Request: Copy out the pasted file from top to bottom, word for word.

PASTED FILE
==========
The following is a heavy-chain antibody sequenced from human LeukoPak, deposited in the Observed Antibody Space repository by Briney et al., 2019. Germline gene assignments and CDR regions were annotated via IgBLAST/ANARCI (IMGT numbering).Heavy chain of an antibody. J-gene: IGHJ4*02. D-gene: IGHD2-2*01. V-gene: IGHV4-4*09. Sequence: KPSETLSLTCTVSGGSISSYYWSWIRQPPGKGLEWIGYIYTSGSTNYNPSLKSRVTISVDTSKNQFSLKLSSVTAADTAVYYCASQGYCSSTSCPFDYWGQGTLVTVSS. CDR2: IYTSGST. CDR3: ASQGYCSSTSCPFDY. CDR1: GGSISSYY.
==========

The following is a heavy-chain antibody sequenced from human LeukoPak, deposited in the Observed Antibody Space repository by Briney et al., 2019. Germline gene assignments and CDR regions were annotated via IgBLAST/ANARCI (IMGT numbering).Heavy chain of an antibody. J-gene: IGHJ4*02. D-gene: IGHD2-2*01. V-gene: IGHV4-4*09. Sequence: KPSETLSLTCTVSGGSISSYYWSWIRQPPGKGLEWIGYIYTSGSTNYNPSLKSRVTISVDTSKNQFSLKLSSVTAADTAVYYCASQGYCSSTSCPFDYWGQGTLVTVSS. CDR2: IYTSGST. CDR3: ASQGYCSSTSCPFDY. CDR1: GGSISSYY.